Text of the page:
X-Message-Number: 2500.1
Subject: Religious Freedom Restoration Act


Public Law 103-141 - Nov. 16, 1993
103d Congress

                             An Act
             To protect the free exercise of religion

Be it enacted by the Senate and House of Representatives of the
United States of America in Congress assembled,

Section 1. Short Title.
    This Act may be cited as the "Religious Freedom Restoration Act of 1993".

Sec. 2. Congressional Findings and Declaration of Purposes.
  (a) Findings. - The Congress finds that -
      (1) the framers of the Constitution, recognizing free exercise of
          religion as an unalienable right, secured its protection in
          the First Amendment to the Constitution;
      (2) laws "neutral" toward religion may burden religious exercise as
          surely as laws intended to interfere with religious exercise;
      (3) governments should not substantially burden religious exercise
          without compelling justification;
      (4) in Employment Division v. Smith, 494 U.S. 872 (1990) the
          Supreme Court virtually eliminated the requirement that
          the government justify burdens on religious exercise imposed
          by laws neutral toward religion; and
      (5) the compelling interest test as set forth in prior Federal
          court rulings is a workable test for striking sensible balances
          between religious liberty and competing prior governmental
  (b) Purposes - The purposes of this Act are -
      (1) to restore the compelling interest test as set forth in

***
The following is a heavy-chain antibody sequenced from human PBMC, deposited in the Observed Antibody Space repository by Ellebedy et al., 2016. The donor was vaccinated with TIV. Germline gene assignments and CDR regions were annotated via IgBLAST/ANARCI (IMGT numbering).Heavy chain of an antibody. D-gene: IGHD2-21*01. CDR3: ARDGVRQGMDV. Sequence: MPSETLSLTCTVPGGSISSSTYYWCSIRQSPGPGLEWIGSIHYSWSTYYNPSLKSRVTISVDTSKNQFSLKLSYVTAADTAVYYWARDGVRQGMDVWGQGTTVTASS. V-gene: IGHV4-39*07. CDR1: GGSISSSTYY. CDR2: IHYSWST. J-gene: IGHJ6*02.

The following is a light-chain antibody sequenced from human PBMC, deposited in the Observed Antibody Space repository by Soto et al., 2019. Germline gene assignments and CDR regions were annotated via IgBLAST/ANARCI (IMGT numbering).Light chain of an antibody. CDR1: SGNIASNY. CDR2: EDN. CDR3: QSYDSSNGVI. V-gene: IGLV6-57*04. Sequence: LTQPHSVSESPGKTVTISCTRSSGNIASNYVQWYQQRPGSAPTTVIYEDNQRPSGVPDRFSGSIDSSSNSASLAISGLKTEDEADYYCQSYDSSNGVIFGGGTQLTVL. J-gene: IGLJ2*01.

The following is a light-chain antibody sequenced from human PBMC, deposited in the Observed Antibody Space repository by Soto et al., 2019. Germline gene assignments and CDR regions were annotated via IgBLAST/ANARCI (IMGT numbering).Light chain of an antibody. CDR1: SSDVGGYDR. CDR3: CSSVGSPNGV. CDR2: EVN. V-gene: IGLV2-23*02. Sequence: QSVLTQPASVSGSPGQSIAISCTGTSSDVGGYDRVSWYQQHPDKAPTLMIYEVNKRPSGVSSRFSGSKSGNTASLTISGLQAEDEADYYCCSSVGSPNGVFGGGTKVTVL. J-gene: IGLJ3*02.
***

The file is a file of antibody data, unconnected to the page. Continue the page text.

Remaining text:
Sherbert v. Verner, 374 U.S. 398 (1963) and Wisconsin v.
          Yoder, 406 U.S. 205 (1972) and to guarantee its application
          in all cases where free exercise of religion is substantially
          burdened; and
      (2) to provide a claim or defense to persons whose religious
          exercise is substantially burdened by government.

Sec. 3. Free Exercise of Religion Protected.
  (a) In General - Government shall not substantially burden a person's
      exercise of religion even if the burden results from a rule of
      general applicability, except as provided in subsection (b).
  (b) Exception - Government may substantially burden a person's
      exercise of religion only if it demonstrates that application
      of the burden to the person -
      (1) is in furtherance of a compelling governmental interest; and
      (2) is the least restrictive means of furthering that compelling
          governmental interest.
  (c) Judicial Relief - A person whose religious exercise has been
      burdened in violation of this section may assert that violation
      as a claim or defense in a judicial proceeding and obtain
      appropriate relief against a government.  Standing to assert a
      claim or defense under this section shall be governed by the
      general rules of standing under article III of the Constitution.

Sec. 4. Attorneys Fees.
  (a) Judicial Proceedings - Section 722 of the Revised Statutes